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Nuclear cost study, part 3

Responding to Heritage's staggeringly confused 'rebuttal'

Part 1 presented a new study by power plant cost expert Craig Severance that puts the generation costs for power from new nuclear plants at from 25 to 30 cents per kilowatt-hour -- triple current U.S. electricity rates! Those ideologically promiscuous folks at the Heritage Foundation have replied with "New Study on Staggering Cost of Nuclear Energy, Staggeringly Pessimistic." Craig's point by point response follows a few of my comments. Heritage is a leader of the conservative movement stagnation. They have written "the only thing a green 'New Deal' will do is lead us down a Green Road to Serfdom," …

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Nuclear warning to taxpayers, investors, part 2

Nukes may become troubled assets, ruin credit ratings

Part 1 presented a new study that puts the generation costs for power from new nuclear plants at from 25 to 30 cents per kilowatt-hour -- triple current U.S. electricity rates! Nuclear plants with such incredibly expensive electricity and "out of control" capital costs, as Time put it, obviously create large risks for utilities, their investors, and, ultimately taxpayers. Congress extended huge loan guarantees to new nukes in 2005, and the American people will be stuck with another huge bill if those plants join the growing rank of troubled assets. The risk to utilities who start down the new nuke …

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VRB Power files for bankruptcy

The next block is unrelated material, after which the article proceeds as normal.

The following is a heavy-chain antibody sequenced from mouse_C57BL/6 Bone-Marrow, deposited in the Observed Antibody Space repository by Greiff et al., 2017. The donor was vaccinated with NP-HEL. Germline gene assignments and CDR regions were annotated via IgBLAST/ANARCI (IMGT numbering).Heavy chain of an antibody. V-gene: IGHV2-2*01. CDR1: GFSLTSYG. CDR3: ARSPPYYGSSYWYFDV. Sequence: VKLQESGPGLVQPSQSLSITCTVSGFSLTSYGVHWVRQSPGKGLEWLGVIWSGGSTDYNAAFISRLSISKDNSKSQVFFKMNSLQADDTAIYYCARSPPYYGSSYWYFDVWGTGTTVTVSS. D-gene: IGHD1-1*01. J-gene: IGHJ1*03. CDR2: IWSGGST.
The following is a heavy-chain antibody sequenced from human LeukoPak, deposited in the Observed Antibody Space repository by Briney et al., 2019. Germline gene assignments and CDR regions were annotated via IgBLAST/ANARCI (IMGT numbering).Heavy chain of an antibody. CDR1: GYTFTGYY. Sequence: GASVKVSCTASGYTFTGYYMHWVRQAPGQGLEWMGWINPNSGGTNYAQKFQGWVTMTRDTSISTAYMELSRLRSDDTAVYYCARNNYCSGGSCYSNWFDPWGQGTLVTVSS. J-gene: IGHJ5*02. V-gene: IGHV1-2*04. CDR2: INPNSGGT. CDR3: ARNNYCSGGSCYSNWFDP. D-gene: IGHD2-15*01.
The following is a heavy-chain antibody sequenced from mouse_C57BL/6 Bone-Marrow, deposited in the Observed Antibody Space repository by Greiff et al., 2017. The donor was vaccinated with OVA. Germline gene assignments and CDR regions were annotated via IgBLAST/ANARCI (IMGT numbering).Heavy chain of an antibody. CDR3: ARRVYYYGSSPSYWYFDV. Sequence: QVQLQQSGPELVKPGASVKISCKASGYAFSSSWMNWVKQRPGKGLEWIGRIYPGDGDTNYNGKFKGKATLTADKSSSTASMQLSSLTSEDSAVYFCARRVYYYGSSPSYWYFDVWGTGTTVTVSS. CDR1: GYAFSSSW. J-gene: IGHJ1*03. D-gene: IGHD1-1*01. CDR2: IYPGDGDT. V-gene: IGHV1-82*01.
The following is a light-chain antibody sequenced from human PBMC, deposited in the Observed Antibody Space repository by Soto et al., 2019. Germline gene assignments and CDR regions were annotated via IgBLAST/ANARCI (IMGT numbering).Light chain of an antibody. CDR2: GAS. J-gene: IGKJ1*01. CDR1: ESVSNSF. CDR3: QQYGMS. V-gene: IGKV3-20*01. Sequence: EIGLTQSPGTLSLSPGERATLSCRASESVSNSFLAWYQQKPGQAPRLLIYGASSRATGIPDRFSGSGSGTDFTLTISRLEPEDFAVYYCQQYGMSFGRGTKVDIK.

VRB's long-life flow battery was a reliable electricity storage alternative for renewable energy

VRB Power applied for insolvency in November [PDF]. A combination of a bad economy and a product that was more suited for future markets than today's electricity generators dealt VRB the final blow. This is bad news for the green energy community. VRB built flow batteries -- utility scale batteries that could last for over 10,000 full charges and discharges. Cost was from $650 per kWh for small-scale systems to as a little as $300 per kWh for large-scale systems. Admittedly the latter price was for larger systems than anyone ever ordered. It was the perfect utility-scale battery: too heavy …

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Bailing out Bidder 70

Tim DeChristopher and Utah stand up to Big Oil

I've never been big on rules. Neither, apparently, is Tim DeChristopher. He's the young activist who just completely derailed the Bush administration's plans to sell more of our public lands to the oil companies. He sat in the lease sale in Salt Lake City on Dec. 19 and "bought" 22,500 acres of public lands right out from under the suits from Chevron and Exxon. One small problem -- Tim doesn't actually have the money. It almost doesn't matter, though, because he's monkeywrenched the process so thoroughly that they won't be able to conduct another sale until after the Obama administration …

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The market myth

Wherein I ramble on about markets and regulations

If I could persuade everyone in America to read a single paragraph, it would be the second 'graph in Dean Baker's new piece in the Boston Review: "Free Market Myth." Here it is: In general, political debates over regulation have been wrongly cast as disputes over the extent of regulation, with conservatives assumed to prefer less regulation, while liberals prefer more. In fact conservatives do not necessarily desire less regulation, nor do liberals necessarily desire more. Conservatives support regulatory structures that cause income to flow upward, while liberals support regulatory structures that promote equality. "Less" regulation does not imply greater …